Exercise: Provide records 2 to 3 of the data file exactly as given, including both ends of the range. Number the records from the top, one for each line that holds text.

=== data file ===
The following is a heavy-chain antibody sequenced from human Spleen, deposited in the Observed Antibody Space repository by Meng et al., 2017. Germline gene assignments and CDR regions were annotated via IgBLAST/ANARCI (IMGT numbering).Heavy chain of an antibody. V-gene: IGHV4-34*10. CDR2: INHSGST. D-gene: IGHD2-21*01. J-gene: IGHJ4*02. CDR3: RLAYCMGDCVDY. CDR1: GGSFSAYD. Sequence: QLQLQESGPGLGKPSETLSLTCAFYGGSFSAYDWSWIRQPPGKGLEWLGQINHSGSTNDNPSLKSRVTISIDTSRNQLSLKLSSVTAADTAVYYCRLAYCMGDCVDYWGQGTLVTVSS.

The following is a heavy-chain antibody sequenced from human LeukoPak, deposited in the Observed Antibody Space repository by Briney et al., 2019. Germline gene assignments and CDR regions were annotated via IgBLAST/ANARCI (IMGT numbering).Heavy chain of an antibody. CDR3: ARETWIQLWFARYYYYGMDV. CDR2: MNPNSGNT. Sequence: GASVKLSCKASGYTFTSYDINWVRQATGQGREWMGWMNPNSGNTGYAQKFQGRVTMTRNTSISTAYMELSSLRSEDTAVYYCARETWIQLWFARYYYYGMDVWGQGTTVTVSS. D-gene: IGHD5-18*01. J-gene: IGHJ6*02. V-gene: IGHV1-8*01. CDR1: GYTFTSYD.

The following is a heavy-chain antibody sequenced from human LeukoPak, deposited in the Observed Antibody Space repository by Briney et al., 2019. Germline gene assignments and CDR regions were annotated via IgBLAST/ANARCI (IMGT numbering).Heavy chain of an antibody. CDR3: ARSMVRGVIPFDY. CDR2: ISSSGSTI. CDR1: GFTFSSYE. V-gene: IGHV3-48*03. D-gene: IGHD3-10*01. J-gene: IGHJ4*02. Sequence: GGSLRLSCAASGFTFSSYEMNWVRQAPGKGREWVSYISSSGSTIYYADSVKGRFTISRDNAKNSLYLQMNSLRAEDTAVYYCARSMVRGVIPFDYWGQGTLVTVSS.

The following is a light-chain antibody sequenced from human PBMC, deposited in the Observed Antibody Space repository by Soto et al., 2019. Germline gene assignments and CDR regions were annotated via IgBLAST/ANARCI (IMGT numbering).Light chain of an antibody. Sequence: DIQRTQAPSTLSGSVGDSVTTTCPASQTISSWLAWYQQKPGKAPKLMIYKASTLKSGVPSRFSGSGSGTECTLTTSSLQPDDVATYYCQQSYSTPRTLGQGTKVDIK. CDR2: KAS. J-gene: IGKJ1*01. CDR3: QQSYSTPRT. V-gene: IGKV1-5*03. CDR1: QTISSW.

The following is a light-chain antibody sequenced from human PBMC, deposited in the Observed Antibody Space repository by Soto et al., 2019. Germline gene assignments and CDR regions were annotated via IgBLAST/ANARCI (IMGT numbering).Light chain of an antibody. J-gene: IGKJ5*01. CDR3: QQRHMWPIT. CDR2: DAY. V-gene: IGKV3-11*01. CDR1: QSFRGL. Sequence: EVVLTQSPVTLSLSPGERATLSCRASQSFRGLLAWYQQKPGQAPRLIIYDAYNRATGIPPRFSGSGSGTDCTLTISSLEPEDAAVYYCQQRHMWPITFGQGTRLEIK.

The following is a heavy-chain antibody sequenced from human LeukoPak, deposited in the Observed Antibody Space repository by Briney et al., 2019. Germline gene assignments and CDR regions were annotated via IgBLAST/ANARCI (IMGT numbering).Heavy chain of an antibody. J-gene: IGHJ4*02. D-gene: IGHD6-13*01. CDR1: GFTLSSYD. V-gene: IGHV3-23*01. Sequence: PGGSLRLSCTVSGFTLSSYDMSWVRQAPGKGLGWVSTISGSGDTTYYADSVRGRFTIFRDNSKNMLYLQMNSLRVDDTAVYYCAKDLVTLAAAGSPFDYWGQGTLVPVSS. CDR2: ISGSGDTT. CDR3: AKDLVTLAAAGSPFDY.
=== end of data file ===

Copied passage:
The following is a heavy-chain antibody sequenced from human LeukoPak, deposited in the Observed Antibody Space repository by Briney et al., 2019. Germline gene assignments and CDR regions were annotated via IgBLAST/ANARCI (IMGT numbering).Heavy chain of an antibody. CDR3: ARETWIQLWFARYYYYGMDV. CDR2: MNPNSGNT. Sequence: GASVKLSCKASGYTFTSYDINWVRQATGQGREWMGWMNPNSGNTGYAQKFQGRVTMTRNTSISTAYMELSSLRSEDTAVYYCARETWIQLWFARYYYYGMDVWGQGTTVTVSS. D-gene: IGHD5-18*01. J-gene: IGHJ6*02. V-gene: IGHV1-8*01. CDR1: GYTFTSYD.

The following is a heavy-chain antibody sequenced from human LeukoPak, deposited in the Observed Antibody Space repository by Briney et al., 2019. Germline gene assignments and CDR regions were annotated via IgBLAST/ANARCI (IMGT numbering).Heavy chain of an antibody. CDR3: ARSMVRGVIPFDY. CDR2: ISSSGSTI. CDR1: GFTFSSYE. V-gene: IGHV3-48*03. D-gene: IGHD3-10*01. J-gene: IGHJ4*02. Sequence: GGSLRLSCAASGFTFSSYEMNWVRQAPGKGREWVSYISSSGSTIYYADSVKGRFTISRDNAKNSLYLQMNSLRAEDTAVYYCARSMVRGVIPFDYWGQGTLVTVSS.